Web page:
Herpes zoster ophthalmicus

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Herpes zoster ophthalmicus
Other names: Ophthalmic zoster
Herpes zoster ophthalmicus.2.jpg
Herpes zoster ophthalmicus
SymptomsRash of the forehead, swelling of the eyelid, pain and red eye[1]
ComplicationsVision loss, chronic pain[2]
CausesReactivation of varicella zoster virus[2]
Risk factorsPoor immune function, psychological stress, older age[2]
Diagnostic methodBased on symptoms[1]
PreventionHerpes zoster vaccine[1]
MedicationAntiviral pills such as acyclovir, steroid eye drops[1]
FrequencyUp to 125,000 per year (US)[3]

Herpes zoster ophthalmicus (HZO), also known as ophthalmic zoster, is shingles involving the eye.[1] Symptoms generally include a rash of the forehead with swelling of the eyelid.[1] There may also be eye pain, eye redness, and light sensitivity.[1] Before the rash appears tingling may occur in the forehead along with a fever.[1][3] Complications may include vision loss, increased pressure within the eye, and chronic pain.[2][1]

The underlying mechanism involves a reactivation of the varicella zoster virus within the ophthalmic nerve (the first division of the trigeminal nerve).[2] Risk factors include poor immune function, psychological stress, and older age.[2] Diagnosis is generally based on symptoms.[1]

Treatment is generally with antiviral pills such as acyclovir.[1] Steroid eye-drops and drops to dilate the pupil may also be used.[1] The herpes zoster vaccine is recommended for prevention in those over the age of 50.[1] Shingles affects up to half a million people in the United States a year of which 10% to 25% involve the eye.[3][2]

Signs and symptoms


Trigeminal shingles with uveitis and keratitis


Herpes zoster ophthalmicus as seen after florescence staining using cobalt blue light
  • Epithelial: punctate epithelial erosions and pseudodendrites: often have anterior stromal infiltrates. Onset 2 to 3 days after the onset of the rash, resolving within 2–3 weeks. Common.
  • Stromal:
    • Nummular keratitis: have anterior stromal granular deposits. Occurs within 10 days of onset of rash. Uncommon
    • Necrotising interstitial keratitis: Characterised by stromal infiltrates, corneal thinning and possibly perforation. Occurs between 3 months and several years after onset of rash. Rare.
  • Disciform Keratitis (Disciform Endotheliitis): a disc of corneal oedema, folds in Descemet's membrane, mild inflammation evident within the anterior chamber and fine keratic precipitates. Chronic. Occurs between 3 months and several years after the onset of the rash. Uncommon.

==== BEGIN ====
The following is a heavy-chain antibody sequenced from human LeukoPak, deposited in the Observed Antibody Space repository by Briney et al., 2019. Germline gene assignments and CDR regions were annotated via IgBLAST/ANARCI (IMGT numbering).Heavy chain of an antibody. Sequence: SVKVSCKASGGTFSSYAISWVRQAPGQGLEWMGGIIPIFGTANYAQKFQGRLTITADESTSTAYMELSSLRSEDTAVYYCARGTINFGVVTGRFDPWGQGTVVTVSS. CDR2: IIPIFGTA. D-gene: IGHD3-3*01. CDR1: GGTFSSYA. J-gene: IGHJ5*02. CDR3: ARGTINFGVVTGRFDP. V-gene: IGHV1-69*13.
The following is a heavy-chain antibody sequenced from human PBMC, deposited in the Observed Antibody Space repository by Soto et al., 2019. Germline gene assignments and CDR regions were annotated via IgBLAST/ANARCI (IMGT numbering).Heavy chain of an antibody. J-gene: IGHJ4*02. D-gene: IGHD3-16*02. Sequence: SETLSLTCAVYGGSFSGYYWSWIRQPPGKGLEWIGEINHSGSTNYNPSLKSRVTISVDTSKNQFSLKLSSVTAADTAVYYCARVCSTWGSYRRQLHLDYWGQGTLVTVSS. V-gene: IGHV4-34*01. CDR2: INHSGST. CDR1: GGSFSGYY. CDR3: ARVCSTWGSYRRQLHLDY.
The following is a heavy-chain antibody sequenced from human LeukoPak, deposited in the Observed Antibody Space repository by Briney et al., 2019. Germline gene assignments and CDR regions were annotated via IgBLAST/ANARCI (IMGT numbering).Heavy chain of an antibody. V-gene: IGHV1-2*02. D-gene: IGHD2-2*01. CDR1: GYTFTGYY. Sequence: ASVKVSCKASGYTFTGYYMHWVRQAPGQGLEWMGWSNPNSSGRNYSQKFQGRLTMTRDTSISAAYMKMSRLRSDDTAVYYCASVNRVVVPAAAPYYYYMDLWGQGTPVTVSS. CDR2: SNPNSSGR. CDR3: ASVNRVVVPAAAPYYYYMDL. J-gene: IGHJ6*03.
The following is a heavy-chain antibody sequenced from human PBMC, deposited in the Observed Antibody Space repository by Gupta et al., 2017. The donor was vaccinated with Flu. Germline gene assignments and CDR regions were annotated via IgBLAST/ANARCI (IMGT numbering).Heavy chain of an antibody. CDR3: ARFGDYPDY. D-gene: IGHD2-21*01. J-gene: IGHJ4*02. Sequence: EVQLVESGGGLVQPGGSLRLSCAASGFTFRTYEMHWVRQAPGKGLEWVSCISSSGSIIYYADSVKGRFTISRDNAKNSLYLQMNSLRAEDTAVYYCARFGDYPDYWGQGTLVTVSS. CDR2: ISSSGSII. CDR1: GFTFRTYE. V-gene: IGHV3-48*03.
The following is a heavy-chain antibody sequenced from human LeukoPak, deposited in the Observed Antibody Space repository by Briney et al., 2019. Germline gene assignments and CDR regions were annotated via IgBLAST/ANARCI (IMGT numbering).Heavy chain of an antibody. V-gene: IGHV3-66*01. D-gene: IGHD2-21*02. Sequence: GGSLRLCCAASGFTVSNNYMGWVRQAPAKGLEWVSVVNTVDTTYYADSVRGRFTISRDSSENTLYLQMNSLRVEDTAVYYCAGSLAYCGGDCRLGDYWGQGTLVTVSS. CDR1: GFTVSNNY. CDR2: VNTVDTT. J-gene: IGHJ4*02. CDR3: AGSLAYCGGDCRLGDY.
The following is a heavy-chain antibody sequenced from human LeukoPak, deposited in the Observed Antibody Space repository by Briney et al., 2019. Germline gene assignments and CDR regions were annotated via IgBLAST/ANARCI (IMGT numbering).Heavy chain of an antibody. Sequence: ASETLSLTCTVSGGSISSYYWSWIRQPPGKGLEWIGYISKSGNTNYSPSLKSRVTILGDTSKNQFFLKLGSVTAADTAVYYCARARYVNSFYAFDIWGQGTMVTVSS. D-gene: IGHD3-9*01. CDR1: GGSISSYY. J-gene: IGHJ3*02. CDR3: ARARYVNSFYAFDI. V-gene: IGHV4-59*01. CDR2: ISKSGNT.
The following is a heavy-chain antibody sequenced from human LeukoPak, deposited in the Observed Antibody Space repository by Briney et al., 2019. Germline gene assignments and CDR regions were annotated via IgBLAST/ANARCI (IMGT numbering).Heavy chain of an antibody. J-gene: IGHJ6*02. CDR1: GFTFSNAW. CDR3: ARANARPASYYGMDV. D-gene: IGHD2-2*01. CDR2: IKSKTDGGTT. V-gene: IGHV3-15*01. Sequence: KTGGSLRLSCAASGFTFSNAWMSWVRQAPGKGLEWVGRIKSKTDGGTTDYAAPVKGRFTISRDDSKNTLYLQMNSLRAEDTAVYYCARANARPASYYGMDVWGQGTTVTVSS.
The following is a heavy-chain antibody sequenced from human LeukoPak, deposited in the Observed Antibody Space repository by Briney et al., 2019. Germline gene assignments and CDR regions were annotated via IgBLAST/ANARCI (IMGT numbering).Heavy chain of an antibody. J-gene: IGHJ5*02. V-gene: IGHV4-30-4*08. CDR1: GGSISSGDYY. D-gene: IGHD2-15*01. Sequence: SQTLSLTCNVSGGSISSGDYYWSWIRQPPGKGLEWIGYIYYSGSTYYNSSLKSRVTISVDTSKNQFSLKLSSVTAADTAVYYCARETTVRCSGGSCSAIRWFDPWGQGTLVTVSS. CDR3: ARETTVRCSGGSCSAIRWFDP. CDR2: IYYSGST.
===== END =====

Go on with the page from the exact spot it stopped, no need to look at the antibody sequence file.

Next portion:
• Neurotrophic: corneal nerve damage causes persistent epithelial defect, thinning and even perforation. Cornea becomes susceptible to bacterial and fungal keratitis. Chronic. Late onset. Uncommon.
  • Mucous plaques: linear grey elevations loosely adherent to the underlying diseased epithelium/stroma. Chronic. Onset between 3 months and several years after the onset of the rash.[5]


Anterior uveitis develops in 40–50% of cases with HZO within 2 weeks of onset of the skin rashes. Typical HZO keratitis at least mild iritis, especially if Hutchinson's sign is positive for the presence of vesicles upon the tip of the nose.


This non-granulomatous iridocyclitis is associated with:

HZO uveitis is associated with complications such as iris atrophy and secondary glaucoma are not uncommon. Complicated cataract may develop in the late stages of the disease.


Carotid vessels with complete occlusion arrow

Diagnosis of this condition, Herpes zoster ophthalmicus is done via the following:[6]


Treatment is usually with antivirals such as acyclovir or valacyclovir by mouth.[1] There is uncertainty as to the difference in effect between these two antivirals.[7] Antiviral eye drops have not been found to be useful.[3] These medications work best if started within 3 days of the start of the rash.[2]

Cycloplegics prevent synechiae from forming.


  1. 1.00 1.01 1.02 1.03 1.04 1.05 1.06 1.07 1.08 1.09 1.10 1.11 1.12 1.13 "Herpes Zoster Ophthalmicus - Eye Disorders". Merck Manuals Professional Edition. Archived from the original on 12 August 2016. Retrieved 21 December 2019.
  2. 2.0 2.1 2.2 2.3 2.4 2.5 2.6 2.7 Shaikh S, Ta CN (November 2002). "Evaluation and management of herpes zoster ophthalmicus". American Family Physician. 66 (9): 1723–30. PMID 12449270.
  3. 3.0 3.1 3.2 3.3 "Herpetic Corneal Infections: Herpes Zoster Ophthalmicus". www.aao.org. Archived from the original on 15 August 2020. Retrieved 21 December 2019.
  4. 4.0 4.1 Khurana AK (2008). Comprehensive Ophthalmology. ISBN 9781905740789. Archived from the original on 2021-08-28. Retrieved 2020-01-07.
  5. 5.0 5.1 Denniston, Alastair K. O.; Murray, Philip I. (2009-06-11). Oxford Handbook of Ophthalmology. ISBN 9780199552641. Archived from the original on 2021-08-29. Retrieved 2020-01-07.
  6. Minor, Megan; Payne, Ethan (2021). "Herpes Zoster Ophthalmicus". StatPearls. StatPearls Publishing. Archived from the original on 10 January 2022. Retrieved 16 December 2021.
  7. Schuster AK, Harder BC, Schlichtenbrede FC, Jarczok MN, Tesarz J (November 2016). Cochrane Eyes and Vision Group (ed.). "Valacyclovir versus acyclovir for the treatment of herpes zoster ophthalmicus in immunocompetent patients". The Cochrane Database of Systematic Reviews. 11: CD011503. doi:10.1002/14651858.CD011503.pub2. PMC 6464932. PMID 27841441.

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